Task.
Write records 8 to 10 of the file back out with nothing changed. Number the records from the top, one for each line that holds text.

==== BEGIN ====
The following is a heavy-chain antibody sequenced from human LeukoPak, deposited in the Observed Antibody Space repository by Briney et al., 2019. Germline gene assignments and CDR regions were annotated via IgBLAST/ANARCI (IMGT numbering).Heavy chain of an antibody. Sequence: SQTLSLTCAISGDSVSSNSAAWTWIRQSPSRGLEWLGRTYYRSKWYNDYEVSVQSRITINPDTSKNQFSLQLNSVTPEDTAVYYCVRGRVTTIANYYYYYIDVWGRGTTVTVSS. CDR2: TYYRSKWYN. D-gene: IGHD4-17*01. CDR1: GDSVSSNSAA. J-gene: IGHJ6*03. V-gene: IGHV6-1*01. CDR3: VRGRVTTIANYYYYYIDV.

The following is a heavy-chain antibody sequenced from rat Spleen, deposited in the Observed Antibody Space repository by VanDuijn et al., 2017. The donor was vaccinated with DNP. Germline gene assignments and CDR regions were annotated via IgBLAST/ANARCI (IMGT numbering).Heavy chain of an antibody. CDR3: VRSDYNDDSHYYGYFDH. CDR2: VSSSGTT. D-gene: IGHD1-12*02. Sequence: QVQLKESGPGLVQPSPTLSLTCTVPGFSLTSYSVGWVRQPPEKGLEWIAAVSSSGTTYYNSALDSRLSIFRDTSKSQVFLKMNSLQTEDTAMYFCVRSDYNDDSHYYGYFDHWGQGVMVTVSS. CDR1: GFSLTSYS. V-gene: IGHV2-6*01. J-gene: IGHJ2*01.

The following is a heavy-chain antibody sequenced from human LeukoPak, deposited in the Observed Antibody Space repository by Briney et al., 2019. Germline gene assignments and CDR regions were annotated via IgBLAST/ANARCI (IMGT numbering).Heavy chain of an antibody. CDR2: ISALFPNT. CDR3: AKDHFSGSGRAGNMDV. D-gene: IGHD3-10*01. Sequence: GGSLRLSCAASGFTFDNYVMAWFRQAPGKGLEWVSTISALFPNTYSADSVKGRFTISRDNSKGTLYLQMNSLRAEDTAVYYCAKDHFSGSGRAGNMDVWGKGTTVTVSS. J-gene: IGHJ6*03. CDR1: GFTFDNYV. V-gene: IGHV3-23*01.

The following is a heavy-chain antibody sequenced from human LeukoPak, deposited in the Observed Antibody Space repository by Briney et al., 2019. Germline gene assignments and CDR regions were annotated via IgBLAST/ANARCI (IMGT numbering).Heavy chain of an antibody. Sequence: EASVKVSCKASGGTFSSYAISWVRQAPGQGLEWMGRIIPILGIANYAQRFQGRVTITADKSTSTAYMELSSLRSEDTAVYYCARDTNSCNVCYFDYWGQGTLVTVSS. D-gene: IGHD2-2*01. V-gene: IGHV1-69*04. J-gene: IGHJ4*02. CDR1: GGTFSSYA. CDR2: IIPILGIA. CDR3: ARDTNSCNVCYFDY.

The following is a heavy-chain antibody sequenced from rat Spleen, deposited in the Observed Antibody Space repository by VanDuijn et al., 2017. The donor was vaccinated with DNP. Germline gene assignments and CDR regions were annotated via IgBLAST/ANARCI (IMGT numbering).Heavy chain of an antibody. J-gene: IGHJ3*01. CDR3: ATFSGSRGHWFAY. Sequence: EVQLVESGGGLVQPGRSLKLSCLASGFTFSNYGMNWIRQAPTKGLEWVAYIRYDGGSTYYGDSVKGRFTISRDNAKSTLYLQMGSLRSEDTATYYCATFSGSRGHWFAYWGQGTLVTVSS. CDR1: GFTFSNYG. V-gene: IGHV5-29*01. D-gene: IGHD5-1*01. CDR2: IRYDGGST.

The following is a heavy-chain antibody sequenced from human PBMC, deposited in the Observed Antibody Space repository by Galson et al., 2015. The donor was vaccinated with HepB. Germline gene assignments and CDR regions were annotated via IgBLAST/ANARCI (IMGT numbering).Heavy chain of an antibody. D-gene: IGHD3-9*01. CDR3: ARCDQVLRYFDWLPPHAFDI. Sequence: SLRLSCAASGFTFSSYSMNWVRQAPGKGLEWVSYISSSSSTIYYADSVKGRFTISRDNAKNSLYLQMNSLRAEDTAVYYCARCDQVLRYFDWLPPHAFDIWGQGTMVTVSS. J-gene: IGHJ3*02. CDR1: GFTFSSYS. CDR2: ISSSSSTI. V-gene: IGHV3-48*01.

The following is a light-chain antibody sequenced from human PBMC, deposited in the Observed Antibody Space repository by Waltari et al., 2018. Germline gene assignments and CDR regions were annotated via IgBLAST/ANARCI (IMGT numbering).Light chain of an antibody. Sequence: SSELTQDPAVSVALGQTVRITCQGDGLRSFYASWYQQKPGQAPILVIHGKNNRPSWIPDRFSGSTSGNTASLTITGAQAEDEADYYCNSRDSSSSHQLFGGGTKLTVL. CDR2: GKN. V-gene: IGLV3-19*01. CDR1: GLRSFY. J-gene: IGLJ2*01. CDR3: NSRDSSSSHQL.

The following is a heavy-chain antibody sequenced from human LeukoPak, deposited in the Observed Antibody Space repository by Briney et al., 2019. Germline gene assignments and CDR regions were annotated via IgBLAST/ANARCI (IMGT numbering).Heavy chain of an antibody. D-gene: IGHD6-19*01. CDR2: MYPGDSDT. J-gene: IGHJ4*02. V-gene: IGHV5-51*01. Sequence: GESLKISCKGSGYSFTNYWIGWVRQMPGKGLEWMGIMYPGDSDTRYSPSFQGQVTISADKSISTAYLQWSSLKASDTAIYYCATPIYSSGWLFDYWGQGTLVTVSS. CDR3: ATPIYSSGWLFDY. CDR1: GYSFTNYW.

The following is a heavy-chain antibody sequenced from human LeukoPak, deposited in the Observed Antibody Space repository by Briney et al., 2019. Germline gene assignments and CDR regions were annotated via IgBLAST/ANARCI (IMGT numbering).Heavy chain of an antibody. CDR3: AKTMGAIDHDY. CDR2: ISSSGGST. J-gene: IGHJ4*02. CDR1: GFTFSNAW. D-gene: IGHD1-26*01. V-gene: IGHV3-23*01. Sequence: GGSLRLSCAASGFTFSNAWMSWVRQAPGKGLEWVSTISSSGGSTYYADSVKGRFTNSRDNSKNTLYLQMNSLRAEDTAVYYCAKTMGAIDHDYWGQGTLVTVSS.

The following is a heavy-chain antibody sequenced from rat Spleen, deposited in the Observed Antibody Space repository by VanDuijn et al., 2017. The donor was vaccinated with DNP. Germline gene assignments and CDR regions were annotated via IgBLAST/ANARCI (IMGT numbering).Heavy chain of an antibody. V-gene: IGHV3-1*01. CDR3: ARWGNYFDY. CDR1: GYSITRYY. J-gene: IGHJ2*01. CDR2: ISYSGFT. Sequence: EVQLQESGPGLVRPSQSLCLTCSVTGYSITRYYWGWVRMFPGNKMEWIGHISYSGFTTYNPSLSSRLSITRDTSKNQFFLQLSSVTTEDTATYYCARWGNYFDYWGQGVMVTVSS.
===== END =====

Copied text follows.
The following is a heavy-chain antibody sequenced from human LeukoPak, deposited in the Observed Antibody Space repository by Briney et al., 2019. Germline gene assignments and CDR regions were annotated via IgBLAST/ANARCI (IMGT numbering).Heavy chain of an antibody. D-gene: IGHD6-19*01. CDR2: MYPGDSDT. J-gene: IGHJ4*02. V-gene: IGHV5-51*01. Sequence: GESLKISCKGSGYSFTNYWIGWVRQMPGKGLEWMGIMYPGDSDTRYSPSFQGQVTISADKSISTAYLQWSSLKASDTAIYYCATPIYSSGWLFDYWGQGTLVTVSS. CDR3: ATPIYSSGWLFDY. CDR1: GYSFTNYW.

The following is a heavy-chain antibody sequenced from human LeukoPak, deposited in the Observed Antibody Space repository by Briney et al., 2019. Germline gene assignments and CDR regions were annotated via IgBLAST/ANARCI (IMGT numbering).Heavy chain of an antibody. CDR3: AKTMGAIDHDY. CDR2: ISSSGGST. J-gene: IGHJ4*02. CDR1: GFTFSNAW. D-gene: IGHD1-26*01. V-gene: IGHV3-23*01. Sequence: GGSLRLSCAASGFTFSNAWMSWVRQAPGKGLEWVSTISSSGGSTYYADSVKGRFTNSRDNSKNTLYLQMNSLRAEDTAVYYCAKTMGAIDHDYWGQGTLVTVSS.

The following is a heavy-chain antibody sequenced from rat Spleen, deposited in the Observed Antibody Space repository by VanDuijn et al., 2017. The donor was vaccinated with DNP. Germline gene assignments and CDR regions were annotated via IgBLAST/ANARCI (IMGT numbering).Heavy chain of an antibody. V-gene: IGHV3-1*01. CDR3: ARWGNYFDY. CDR1: GYSITRYY. J-gene: IGHJ2*01. CDR2: ISYSGFT. Sequence: EVQLQESGPGLVRPSQSLCLTCSVTGYSITRYYWGWVRMFPGNKMEWIGHISYSGFTTYNPSLSSRLSITRDTSKNQFFLQLSSVTTEDTATYYCARWGNYFDYWGQGVMVTVSS.